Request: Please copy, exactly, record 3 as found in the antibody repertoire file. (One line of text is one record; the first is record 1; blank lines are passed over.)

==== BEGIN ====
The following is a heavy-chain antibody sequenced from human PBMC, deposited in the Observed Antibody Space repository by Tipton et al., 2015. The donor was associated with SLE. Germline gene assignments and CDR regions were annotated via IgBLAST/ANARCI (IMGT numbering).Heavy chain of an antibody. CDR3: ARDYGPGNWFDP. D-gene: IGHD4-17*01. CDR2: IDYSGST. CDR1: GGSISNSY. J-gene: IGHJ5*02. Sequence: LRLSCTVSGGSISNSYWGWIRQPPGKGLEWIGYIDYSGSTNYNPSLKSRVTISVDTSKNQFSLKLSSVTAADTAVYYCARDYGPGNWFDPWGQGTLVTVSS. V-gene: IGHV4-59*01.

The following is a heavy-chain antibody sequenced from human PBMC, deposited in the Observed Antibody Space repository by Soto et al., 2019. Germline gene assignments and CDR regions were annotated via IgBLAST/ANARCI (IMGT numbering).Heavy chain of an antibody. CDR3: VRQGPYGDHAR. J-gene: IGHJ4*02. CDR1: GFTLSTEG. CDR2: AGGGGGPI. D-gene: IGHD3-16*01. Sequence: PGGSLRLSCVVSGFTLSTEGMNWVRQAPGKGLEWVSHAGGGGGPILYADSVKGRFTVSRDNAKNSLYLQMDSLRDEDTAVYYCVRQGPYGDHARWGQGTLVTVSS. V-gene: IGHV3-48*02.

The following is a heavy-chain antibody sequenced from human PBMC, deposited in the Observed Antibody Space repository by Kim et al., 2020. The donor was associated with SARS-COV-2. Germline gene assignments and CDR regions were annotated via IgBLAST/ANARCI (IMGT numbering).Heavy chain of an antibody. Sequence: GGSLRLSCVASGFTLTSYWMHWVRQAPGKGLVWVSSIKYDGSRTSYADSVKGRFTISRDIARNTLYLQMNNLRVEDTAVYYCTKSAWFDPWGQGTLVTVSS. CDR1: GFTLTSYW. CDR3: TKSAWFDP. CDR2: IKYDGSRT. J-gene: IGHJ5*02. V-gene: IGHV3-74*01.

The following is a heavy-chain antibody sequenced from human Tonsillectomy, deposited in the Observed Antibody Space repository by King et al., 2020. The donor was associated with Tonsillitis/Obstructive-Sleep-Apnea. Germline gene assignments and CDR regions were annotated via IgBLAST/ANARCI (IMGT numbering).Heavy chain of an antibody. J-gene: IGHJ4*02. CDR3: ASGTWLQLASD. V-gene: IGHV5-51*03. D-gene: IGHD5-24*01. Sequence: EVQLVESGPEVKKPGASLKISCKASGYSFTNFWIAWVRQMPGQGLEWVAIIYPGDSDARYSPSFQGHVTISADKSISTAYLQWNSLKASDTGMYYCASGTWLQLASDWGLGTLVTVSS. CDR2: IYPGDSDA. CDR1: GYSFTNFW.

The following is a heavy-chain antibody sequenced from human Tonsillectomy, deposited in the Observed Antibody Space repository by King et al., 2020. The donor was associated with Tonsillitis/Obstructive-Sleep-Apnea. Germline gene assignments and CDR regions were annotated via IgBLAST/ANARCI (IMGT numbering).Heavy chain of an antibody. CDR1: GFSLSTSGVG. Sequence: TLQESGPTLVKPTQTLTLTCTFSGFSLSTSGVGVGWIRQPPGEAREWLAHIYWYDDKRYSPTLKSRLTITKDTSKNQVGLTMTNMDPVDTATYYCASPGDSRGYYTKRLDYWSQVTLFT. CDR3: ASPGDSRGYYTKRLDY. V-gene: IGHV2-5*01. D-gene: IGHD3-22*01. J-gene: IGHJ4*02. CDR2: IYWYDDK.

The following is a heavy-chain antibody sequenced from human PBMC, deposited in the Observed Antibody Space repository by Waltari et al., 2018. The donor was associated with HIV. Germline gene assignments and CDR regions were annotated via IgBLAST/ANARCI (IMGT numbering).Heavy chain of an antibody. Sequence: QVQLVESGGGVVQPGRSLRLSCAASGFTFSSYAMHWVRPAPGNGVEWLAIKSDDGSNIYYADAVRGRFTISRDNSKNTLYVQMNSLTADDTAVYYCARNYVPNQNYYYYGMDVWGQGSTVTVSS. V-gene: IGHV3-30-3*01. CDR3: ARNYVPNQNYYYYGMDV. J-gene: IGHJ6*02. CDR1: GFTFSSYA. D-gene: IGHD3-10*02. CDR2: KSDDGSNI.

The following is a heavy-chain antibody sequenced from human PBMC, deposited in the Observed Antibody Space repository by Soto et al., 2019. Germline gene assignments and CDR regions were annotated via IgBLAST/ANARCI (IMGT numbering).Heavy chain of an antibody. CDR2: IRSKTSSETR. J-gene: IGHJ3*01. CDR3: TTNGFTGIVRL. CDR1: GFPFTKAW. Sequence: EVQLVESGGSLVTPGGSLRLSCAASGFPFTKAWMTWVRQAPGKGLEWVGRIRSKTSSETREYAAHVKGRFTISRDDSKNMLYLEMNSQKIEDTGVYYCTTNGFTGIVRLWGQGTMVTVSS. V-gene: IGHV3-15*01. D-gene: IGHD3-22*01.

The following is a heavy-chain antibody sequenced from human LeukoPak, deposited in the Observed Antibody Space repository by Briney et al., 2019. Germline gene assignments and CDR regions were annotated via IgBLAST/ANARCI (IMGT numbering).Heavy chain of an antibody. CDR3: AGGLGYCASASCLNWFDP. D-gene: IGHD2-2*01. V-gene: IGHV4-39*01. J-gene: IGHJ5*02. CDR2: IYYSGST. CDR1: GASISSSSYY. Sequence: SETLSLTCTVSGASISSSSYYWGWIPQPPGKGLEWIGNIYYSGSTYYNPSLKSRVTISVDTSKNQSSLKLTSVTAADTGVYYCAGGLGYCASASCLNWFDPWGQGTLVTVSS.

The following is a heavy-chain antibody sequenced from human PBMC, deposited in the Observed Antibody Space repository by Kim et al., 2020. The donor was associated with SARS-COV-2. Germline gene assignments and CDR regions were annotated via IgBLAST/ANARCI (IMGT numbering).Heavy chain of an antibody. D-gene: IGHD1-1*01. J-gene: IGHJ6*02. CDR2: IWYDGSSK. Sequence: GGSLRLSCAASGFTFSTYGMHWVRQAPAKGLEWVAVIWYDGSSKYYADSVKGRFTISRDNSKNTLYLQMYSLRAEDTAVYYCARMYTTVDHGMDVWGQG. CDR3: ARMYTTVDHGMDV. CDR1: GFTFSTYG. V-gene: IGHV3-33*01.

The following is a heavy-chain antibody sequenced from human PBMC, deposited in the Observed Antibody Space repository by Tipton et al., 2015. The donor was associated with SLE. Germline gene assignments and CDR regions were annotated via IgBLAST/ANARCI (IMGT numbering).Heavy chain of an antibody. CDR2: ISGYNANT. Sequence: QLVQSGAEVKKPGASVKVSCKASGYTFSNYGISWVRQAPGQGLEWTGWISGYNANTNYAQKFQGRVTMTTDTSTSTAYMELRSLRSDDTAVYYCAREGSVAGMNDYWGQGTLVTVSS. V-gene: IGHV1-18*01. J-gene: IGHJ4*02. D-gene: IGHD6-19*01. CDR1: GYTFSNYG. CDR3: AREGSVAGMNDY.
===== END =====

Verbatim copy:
The following is a heavy-chain antibody sequenced from human PBMC, deposited in the Observed Antibody Space repository by Kim et al., 2020. The donor was associated with SARS-COV-2. Germline gene assignments and CDR regions were annotated via IgBLAST/ANARCI (IMGT numbering).Heavy chain of an antibody. Sequence: GGSLRLSCVASGFTLTSYWMHWVRQAPGKGLVWVSSIKYDGSRTSYADSVKGRFTISRDIARNTLYLQMNNLRVEDTAVYYCTKSAWFDPWGQGTLVTVSS. CDR1: GFTLTSYW. CDR3: TKSAWFDP. CDR2: IKYDGSRT. J-gene: IGHJ5*02. V-gene: IGHV3-74*01.